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git-archive-all.sh is a simple bash shell script that runs
git-archive in the current directory, then finds all git submodules beneath the current working directory and runs
git-archive for each of them, too. By default, the utility will then create one “super archive” of the entire directory hierarchy.
Most options available in
git-archive are supported, notably the
--format option. See below for details.
How to use
The following sections are a pseudo-manual. The most up-to-date information is always available by running
and asking the code, itself.
The simplest use of this script is:
cd $GIT_DIR; git-archive-all.sh
$GIT_DIR is your superproject’s root directory. This will create a single
.tar file in the current directory named after the current directory. That is, if your superproject directory is called “super” it creates a file called “super.tar”.
If you want your superproject and submodules to be archived in individual files, simply pass
-s to the script.
cd $GIT_DIR; git-archive-all.sh --separate
This will create the aforementioned “super.tar” file. Assuming you have a submodule at the path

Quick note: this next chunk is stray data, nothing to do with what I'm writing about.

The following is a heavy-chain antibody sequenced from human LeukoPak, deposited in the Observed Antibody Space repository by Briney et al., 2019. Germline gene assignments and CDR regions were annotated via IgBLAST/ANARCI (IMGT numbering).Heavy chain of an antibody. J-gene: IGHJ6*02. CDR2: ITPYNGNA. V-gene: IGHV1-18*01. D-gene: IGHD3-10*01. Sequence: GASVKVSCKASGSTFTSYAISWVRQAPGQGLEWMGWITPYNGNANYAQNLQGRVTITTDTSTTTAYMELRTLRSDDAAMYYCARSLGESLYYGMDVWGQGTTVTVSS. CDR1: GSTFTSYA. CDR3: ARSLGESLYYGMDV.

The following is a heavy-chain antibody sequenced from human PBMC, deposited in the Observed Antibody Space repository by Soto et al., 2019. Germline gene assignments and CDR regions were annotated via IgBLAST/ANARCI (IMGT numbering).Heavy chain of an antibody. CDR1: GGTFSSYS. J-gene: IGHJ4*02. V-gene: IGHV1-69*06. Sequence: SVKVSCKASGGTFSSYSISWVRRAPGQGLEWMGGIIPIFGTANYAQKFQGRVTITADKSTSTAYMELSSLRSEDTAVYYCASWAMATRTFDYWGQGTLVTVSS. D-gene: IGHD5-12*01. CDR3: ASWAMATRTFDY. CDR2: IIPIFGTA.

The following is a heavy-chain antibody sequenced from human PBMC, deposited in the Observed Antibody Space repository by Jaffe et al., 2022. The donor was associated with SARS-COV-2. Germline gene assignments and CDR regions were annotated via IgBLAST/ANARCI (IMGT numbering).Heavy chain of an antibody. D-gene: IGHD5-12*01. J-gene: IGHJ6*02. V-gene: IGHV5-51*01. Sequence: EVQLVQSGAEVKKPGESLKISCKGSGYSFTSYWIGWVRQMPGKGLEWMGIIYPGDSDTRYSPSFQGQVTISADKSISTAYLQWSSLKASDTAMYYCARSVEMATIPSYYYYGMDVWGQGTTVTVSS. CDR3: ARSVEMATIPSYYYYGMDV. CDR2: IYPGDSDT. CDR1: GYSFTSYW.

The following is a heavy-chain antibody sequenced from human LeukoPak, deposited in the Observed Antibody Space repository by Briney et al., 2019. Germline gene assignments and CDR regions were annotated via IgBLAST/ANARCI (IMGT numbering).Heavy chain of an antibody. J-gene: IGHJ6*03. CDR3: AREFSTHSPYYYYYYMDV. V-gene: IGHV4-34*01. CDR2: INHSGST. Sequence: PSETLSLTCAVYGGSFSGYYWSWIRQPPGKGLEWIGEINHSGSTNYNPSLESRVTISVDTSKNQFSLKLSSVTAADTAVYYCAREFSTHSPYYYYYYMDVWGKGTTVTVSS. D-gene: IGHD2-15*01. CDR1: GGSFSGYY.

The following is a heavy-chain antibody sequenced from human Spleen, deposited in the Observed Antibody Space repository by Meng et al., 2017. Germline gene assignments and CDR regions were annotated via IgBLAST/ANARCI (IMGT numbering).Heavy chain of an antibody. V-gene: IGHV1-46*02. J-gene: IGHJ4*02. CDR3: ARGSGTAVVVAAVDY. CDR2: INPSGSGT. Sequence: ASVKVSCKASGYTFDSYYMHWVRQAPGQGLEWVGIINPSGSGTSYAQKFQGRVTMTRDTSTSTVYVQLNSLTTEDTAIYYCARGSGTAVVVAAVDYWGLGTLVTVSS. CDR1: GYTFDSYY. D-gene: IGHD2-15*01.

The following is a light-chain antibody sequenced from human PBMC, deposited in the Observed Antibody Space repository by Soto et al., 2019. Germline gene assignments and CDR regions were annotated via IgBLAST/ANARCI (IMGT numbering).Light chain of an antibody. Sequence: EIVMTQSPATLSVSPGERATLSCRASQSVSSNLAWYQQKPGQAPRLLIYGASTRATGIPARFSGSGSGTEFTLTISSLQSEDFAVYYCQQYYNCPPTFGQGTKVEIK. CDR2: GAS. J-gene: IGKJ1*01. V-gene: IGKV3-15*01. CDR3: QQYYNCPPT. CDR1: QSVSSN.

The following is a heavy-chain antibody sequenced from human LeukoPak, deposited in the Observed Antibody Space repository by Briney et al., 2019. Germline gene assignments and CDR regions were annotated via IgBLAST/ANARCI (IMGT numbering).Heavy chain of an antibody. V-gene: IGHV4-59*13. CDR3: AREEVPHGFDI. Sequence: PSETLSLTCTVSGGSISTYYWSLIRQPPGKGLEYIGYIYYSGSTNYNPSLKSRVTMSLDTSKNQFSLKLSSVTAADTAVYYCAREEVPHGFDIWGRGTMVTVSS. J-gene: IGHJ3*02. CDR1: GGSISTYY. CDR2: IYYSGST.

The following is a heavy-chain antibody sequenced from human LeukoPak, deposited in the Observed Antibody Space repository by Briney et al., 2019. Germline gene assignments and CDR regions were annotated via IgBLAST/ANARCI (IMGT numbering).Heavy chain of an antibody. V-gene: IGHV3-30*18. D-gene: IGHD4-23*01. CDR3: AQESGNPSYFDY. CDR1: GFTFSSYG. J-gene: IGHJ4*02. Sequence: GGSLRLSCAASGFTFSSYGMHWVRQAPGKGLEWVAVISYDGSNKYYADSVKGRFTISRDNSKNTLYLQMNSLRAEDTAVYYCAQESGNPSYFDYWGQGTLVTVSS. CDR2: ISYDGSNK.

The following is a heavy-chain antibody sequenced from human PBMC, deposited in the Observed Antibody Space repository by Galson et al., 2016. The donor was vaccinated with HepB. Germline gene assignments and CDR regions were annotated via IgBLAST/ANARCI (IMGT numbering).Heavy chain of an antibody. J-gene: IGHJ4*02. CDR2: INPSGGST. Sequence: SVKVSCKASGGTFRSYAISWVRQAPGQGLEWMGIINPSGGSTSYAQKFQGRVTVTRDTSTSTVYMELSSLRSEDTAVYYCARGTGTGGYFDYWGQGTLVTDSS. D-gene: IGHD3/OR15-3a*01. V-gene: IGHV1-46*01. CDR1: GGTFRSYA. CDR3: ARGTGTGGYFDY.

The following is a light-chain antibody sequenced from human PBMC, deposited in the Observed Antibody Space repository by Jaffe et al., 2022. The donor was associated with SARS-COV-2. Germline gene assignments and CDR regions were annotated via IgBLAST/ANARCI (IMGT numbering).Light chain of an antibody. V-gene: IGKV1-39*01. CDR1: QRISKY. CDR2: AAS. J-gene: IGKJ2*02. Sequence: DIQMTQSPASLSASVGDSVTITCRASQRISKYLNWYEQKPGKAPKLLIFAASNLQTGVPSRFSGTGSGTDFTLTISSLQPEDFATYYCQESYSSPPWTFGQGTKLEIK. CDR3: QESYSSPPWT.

dir1/sub1, you will also see a file in the current directory called “dir1.sub1.tar”.
Since different submodules may be at different commits,
git-archive-all.sh always supposes you want the HEAD of the superproject and the currently checked out commit as reported by
git-submodule status of its submodules. That is, there is no provision to provide
git-archive-all.sh with a different tree-ish parameter to pass along to
git-archive. This might cause surprise if your submodule’s working copy is different than the superproject’s commit reference for it. To solve that confusion, simply run
git-submodule update --init before running
git-archive-all.sh is a wrapper around
git-archive, so it should go without saying that only formats which
git-archive understands are supported (but I’m saying it anyway).